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Research ethics and disparity versus discrimination

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1. What is research? What provides discipline in the research process? Why is this discipline important?

2. What are research ethics? What is a code of conduct?

3. What is the difference between disparity and discrimination? Provide an example of ethnicity, race, or socioeconomic status that lead to the disparity.

4. What is the concept of visibility, and what is its relationship to ethnicity?

5. What is the effect of the civil rights movement on crime and criminal justice?

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1. What is research? What provides discipline in the research process? Why is this discipline important?

Research is quite simple: it is the application of factual statements to an already existing body of theory. This is to say that if you are arguing that family breakdown is the main determinant to crime, then the researcher's job is to find all relevant facts from reputable agencies that will either back or refute the statement.

Discipline can come from many sources. Political correctness and social sanction are one. Peer review can, in a limited way, be another. Ideally, the congruence of facts and theory should be the sole source of discipline. This is of crucial importance because there are a surprisingly large number of researchers in the criminal justice field that have no difficulty in fudging the numbers to make sure their pet theory looks much better than it is. David Heleniak, in the Rutgers Law Review, claims that dishonesty is rife among criminal justice researchers. He is specifically dealing with claims of domestic abuse in divorce cases. The fraud here is also exposed by Donald Dutton and Kenneth Corvo in the journal Aggression and Violent Behavior. They write:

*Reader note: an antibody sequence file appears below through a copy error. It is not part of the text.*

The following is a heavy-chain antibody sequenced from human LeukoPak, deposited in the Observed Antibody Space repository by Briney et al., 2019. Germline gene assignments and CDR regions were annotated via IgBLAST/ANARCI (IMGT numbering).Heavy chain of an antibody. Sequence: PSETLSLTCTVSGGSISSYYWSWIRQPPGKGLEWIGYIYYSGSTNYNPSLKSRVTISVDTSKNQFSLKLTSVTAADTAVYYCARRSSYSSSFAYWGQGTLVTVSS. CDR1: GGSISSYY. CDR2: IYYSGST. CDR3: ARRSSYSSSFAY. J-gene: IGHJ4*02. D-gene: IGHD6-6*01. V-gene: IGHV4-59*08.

"For over thirty years, the public policy response to the problem of domestic violence has been defined by activists as the socially sanctioned dominance of women by men. This view of patriarchy as the sole cause of domestic violence is the underpinning for a policy/practice paradigm that has dominated the regulatory, legal, and policy discourse of the United States, Canada and other countries (458)."

This is precisely what honesty and discipline are struggling to avoid. Such forces like ideology, group-think, conformity, and avoidance of controversy can skew a researcher's data so as to maintain a safe position. In addition, the choice of theory cannot exist by itself. The theory for which you are to collect data cannot be the result of a previous commitment, but must develop wherever the data take you.

2. What are research ethics? What is a code of conduct?

Research ethics are sets of rules that govern the nature of impartiality. Usually, ethics in research deals with questions of plagiarism and other forms of dishonesty. Conflicts of interest are another area: membership in an ideological organization might be a cause to distort research funding. The federal government has several guidelines that define misconduct in research. These include the deliberate omission of data, the refusal to follow ...

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The following posting discusses research ethics. It explains the differences between disparity and discrimination.

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